Bestselling French author Orban debuts here with luminous musings on the death of her sister, forming an elegy for a time and place as well as a person.
The author recalls growing up in Morocco, vividly describing childhood in her family’s city house on the Atlantic coast and at the country estate where her father hunted and she rode horses. She also movingly describes her love for her sister Corinne, nicknamed Maco, and her continuing sorrow over Maco’s loss: “Without warning she left me weighed down with memories, sole guardian of our secrets big and small.” Christian and wealthy, Christine and Maco enjoy fishing at night, hunting scorpions, and training the family animals. But their childhood is shadowed by a looming separation: there is no university in Morocco, and the time is drawing near for Christine, four years older than Maco, to leave her sister for Paris. While she moves on, Maco remains faithful to their idyllic childhood world of beaches and sunrises. Though as an adolescent she has many boyfriends, often climbing out of the house to meet them, at 16 Maco marries Kassim, a much older Muslim man. He is unfaithful, and Maco divorces him; under Moroccan law, she then cannot see her two much-loved children. She remarries and in her 30s, against her doctor’s advice, gets pregnant again. Christine, who now lives in Paris, comes home with her husband one evening to hear their babysitter tell her she must call Morocco at once; there is an emergency. When she calls she learns that Maco is dead. Orban wrote this, she explains, so that she could talk to and about the sister she loved as a friend as well as a sibling.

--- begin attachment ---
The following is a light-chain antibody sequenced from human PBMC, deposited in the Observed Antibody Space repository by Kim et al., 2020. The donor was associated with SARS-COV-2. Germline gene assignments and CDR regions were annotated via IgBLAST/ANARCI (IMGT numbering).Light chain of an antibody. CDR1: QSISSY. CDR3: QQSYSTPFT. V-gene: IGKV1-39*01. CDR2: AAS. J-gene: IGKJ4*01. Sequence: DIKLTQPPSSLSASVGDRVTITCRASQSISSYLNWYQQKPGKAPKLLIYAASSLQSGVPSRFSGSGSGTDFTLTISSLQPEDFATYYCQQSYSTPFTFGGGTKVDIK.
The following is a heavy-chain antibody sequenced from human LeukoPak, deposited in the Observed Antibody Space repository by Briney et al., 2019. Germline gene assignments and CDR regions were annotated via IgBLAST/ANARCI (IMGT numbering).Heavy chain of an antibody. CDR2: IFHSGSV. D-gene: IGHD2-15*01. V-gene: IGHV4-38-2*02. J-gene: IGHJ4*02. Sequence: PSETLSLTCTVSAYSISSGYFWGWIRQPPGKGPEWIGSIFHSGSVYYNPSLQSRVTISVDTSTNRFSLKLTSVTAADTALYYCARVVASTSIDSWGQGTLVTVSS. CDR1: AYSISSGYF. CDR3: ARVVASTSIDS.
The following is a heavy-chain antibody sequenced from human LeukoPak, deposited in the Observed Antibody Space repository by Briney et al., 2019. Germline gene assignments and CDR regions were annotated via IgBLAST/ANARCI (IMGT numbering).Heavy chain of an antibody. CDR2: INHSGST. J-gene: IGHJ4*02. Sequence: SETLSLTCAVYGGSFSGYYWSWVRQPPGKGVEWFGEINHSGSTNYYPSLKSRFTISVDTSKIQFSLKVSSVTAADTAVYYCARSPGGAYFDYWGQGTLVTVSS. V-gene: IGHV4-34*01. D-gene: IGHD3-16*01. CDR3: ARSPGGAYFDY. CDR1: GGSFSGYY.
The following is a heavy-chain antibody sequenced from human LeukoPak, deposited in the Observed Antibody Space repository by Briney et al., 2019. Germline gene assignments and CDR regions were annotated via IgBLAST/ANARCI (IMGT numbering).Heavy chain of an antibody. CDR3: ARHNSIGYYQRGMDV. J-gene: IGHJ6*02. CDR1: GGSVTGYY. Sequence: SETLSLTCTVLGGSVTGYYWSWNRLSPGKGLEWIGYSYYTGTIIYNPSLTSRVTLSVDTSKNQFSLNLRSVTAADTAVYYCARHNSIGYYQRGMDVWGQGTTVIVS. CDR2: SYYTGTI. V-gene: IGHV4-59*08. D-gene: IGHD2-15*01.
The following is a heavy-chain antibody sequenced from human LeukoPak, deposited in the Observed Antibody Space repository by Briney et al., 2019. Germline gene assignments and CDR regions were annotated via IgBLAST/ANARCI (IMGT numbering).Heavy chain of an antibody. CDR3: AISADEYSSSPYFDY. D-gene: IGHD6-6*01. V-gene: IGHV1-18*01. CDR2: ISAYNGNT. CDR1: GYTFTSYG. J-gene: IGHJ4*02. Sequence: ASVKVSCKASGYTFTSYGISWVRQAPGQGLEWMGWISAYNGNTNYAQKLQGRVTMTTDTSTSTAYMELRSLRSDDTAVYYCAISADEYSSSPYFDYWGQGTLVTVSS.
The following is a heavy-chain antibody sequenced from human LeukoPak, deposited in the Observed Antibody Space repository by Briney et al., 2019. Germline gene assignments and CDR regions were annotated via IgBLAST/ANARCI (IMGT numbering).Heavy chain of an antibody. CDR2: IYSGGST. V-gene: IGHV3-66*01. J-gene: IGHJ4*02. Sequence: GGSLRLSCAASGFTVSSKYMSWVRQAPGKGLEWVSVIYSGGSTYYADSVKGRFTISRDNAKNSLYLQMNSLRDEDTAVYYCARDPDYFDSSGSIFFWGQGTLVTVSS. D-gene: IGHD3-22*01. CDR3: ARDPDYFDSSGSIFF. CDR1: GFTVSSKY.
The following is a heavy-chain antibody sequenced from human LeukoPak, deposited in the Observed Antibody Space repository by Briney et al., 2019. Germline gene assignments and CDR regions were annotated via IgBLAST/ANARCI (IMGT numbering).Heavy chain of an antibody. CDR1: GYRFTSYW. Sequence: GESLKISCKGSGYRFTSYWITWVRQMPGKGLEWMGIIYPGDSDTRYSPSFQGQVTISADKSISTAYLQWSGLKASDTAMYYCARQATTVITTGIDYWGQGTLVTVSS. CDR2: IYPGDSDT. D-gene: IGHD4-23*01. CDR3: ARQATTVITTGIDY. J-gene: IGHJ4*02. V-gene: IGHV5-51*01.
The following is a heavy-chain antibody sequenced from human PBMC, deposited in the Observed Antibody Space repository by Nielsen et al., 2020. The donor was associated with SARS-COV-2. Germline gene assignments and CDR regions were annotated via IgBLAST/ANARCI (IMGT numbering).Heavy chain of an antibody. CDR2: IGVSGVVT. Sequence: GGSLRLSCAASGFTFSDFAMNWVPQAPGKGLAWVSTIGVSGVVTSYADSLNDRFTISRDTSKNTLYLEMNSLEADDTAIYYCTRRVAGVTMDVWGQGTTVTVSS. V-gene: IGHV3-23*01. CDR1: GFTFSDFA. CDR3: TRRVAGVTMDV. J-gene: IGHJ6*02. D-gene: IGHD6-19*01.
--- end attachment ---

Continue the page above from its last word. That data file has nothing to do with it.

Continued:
Grief perfectly pitched. (Photos throughout)